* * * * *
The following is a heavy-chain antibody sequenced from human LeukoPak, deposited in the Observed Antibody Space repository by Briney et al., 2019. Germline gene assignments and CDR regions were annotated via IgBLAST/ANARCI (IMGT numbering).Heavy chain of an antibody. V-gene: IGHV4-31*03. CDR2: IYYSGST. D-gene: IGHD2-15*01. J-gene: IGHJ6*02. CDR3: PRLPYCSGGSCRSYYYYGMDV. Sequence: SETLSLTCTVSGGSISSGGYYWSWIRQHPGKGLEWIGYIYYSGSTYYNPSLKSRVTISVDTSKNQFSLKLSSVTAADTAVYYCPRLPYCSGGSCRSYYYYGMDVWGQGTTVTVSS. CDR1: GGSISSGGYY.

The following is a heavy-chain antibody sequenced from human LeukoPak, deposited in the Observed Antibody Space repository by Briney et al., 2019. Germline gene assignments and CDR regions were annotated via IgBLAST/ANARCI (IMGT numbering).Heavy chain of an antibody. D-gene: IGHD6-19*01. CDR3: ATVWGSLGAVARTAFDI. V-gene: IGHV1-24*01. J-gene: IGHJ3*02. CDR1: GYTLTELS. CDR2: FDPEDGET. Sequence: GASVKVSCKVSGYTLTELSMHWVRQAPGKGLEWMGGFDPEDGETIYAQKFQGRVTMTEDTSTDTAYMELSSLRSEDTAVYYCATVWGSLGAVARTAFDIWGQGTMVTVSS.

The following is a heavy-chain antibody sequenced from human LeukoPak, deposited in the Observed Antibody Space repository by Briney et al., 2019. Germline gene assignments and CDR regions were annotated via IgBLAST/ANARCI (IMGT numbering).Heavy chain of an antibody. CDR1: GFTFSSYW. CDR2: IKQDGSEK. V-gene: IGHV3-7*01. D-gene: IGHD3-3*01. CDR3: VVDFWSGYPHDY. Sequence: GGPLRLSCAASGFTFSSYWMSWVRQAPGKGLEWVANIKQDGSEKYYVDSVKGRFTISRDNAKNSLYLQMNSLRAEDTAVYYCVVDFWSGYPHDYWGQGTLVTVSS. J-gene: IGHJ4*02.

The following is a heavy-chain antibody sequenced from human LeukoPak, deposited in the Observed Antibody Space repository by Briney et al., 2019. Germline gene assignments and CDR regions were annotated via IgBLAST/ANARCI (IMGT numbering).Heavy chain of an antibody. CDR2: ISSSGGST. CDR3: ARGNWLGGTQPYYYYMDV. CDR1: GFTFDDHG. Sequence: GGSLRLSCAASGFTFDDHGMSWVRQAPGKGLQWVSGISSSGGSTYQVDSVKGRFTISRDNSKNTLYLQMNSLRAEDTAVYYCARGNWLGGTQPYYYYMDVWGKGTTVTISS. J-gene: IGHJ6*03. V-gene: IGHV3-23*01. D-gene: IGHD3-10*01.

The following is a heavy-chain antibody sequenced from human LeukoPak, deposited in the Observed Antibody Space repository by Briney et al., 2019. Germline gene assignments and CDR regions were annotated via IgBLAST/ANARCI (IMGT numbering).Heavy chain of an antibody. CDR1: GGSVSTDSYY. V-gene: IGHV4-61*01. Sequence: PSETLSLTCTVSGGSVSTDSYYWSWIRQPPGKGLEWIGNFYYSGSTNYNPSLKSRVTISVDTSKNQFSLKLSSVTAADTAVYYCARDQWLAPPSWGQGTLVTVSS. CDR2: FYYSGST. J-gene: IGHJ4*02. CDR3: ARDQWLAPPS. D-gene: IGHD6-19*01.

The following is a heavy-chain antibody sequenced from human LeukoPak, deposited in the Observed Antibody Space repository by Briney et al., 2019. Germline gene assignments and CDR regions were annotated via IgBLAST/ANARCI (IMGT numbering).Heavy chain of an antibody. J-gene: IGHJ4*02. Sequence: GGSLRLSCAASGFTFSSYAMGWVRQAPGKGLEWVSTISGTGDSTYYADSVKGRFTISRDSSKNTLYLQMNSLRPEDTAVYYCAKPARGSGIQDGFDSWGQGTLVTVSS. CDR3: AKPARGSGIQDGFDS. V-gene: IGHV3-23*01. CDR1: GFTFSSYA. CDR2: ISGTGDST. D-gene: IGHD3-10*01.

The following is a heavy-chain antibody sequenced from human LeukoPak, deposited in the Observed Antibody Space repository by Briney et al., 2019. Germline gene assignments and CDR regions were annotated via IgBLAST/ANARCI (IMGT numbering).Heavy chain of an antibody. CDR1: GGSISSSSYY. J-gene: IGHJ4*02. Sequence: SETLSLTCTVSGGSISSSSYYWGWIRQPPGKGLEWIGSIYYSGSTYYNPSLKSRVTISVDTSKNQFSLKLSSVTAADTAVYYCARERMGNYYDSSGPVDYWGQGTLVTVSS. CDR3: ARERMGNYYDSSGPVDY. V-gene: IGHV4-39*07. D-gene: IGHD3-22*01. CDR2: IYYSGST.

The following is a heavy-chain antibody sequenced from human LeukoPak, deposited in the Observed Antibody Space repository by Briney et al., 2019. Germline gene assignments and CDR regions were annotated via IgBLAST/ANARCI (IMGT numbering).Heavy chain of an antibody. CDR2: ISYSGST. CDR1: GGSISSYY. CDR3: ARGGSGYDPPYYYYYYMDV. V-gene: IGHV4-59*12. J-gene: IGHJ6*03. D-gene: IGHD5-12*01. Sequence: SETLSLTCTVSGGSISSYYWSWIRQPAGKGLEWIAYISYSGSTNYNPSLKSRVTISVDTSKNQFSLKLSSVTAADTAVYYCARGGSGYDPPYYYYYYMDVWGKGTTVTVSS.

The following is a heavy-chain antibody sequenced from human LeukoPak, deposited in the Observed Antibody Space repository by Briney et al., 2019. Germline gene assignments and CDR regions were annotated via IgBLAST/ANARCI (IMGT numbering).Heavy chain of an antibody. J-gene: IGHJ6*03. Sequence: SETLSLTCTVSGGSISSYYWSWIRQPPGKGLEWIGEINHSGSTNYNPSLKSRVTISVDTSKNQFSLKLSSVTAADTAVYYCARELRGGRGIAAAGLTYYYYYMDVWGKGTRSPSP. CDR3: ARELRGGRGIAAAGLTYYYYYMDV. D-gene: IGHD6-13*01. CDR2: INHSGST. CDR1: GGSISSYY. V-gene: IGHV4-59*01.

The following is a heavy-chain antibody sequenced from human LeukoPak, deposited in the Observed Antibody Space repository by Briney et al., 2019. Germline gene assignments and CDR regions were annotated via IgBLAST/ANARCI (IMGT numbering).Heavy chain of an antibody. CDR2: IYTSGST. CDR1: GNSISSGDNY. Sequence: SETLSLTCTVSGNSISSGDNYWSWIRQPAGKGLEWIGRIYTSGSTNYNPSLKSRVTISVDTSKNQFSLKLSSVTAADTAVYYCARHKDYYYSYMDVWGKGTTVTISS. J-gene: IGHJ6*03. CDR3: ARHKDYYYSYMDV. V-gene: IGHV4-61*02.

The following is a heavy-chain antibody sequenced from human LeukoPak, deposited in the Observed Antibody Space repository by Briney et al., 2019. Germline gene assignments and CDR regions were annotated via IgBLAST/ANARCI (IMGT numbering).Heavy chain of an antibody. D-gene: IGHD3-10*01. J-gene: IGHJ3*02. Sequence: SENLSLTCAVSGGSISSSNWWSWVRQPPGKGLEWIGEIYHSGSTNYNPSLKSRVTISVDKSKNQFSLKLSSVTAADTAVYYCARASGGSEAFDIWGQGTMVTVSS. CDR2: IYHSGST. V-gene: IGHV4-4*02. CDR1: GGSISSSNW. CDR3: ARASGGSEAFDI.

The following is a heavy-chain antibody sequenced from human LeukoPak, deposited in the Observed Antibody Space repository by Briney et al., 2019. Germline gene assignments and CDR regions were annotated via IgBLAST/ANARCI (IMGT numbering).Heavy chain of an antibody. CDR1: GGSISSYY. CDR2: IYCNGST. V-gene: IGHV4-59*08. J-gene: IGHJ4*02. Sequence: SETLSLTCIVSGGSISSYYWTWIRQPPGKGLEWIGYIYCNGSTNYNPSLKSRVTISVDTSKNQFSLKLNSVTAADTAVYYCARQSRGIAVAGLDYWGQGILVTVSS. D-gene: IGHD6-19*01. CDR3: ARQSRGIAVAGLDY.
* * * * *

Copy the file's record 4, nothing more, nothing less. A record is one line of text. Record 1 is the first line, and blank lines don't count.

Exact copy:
The following is a heavy-chain antibody sequenced from human LeukoPak, deposited in the Observed Antibody Space repository by Briney et al., 2019. Germline gene assignments and CDR regions were annotated via IgBLAST/ANARCI (IMGT numbering).Heavy chain of an antibody. CDR2: ISSSGGST. CDR3: ARGNWLGGTQPYYYYMDV. CDR1: GFTFDDHG. Sequence: GGSLRLSCAASGFTFDDHGMSWVRQAPGKGLQWVSGISSSGGSTYQVDSVKGRFTISRDNSKNTLYLQMNSLRAEDTAVYYCARGNWLGGTQPYYYYMDVWGKGTTVTISS. J-gene: IGHJ6*03. V-gene: IGHV3-23*01. D-gene: IGHD3-10*01.